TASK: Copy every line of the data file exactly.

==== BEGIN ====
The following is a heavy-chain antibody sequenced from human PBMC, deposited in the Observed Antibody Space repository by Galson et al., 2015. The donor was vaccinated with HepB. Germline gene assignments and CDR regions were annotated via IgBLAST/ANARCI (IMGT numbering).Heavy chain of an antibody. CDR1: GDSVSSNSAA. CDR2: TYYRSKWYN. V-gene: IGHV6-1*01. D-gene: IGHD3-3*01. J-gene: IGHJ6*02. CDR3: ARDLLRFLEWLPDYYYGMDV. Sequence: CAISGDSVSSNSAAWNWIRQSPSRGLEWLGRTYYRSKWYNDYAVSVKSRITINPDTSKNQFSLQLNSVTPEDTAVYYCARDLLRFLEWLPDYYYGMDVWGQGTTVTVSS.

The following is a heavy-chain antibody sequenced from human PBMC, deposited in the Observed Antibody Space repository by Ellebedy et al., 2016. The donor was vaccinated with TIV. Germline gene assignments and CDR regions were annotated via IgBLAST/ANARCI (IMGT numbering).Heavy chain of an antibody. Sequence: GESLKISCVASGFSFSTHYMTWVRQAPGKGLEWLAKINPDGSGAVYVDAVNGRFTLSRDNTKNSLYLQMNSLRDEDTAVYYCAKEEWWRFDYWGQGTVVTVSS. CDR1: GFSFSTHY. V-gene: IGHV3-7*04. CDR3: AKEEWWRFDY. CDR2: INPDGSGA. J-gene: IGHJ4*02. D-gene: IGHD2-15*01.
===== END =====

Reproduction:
The following is a heavy-chain antibody sequenced from human PBMC, deposited in the Observed Antibody Space repository by Galson et al., 2015. The donor was vaccinated with HepB. Germline gene assignments and CDR regions were annotated via IgBLAST/ANARCI (IMGT numbering).Heavy chain of an antibody. CDR1: GDSVSSNSAA. CDR2: TYYRSKWYN. V-gene: IGHV6-1*01. D-gene: IGHD3-3*01. J-gene: IGHJ6*02. CDR3: ARDLLRFLEWLPDYYYGMDV. Sequence: CAISGDSVSSNSAAWNWIRQSPSRGLEWLGRTYYRSKWYNDYAVSVKSRITINPDTSKNQFSLQLNSVTPEDTAVYYCARDLLRFLEWLPDYYYGMDVWGQGTTVTVSS.

The following is a heavy-chain antibody sequenced from human PBMC, deposited in the Observed Antibody Space repository by Ellebedy et al., 2016. The donor was vaccinated with TIV. Germline gene assignments and CDR regions were annotated via IgBLAST/ANARCI (IMGT numbering).Heavy chain of an antibody. Sequence: GESLKISCVASGFSFSTHYMTWVRQAPGKGLEWLAKINPDGSGAVYVDAVNGRFTLSRDNTKNSLYLQMNSLRDEDTAVYYCAKEEWWRFDYWGQGTVVTVSS. CDR1: GFSFSTHY. V-gene: IGHV3-7*04. CDR3: AKEEWWRFDY. CDR2: INPDGSGA. J-gene: IGHJ4*02. D-gene: IGHD2-15*01.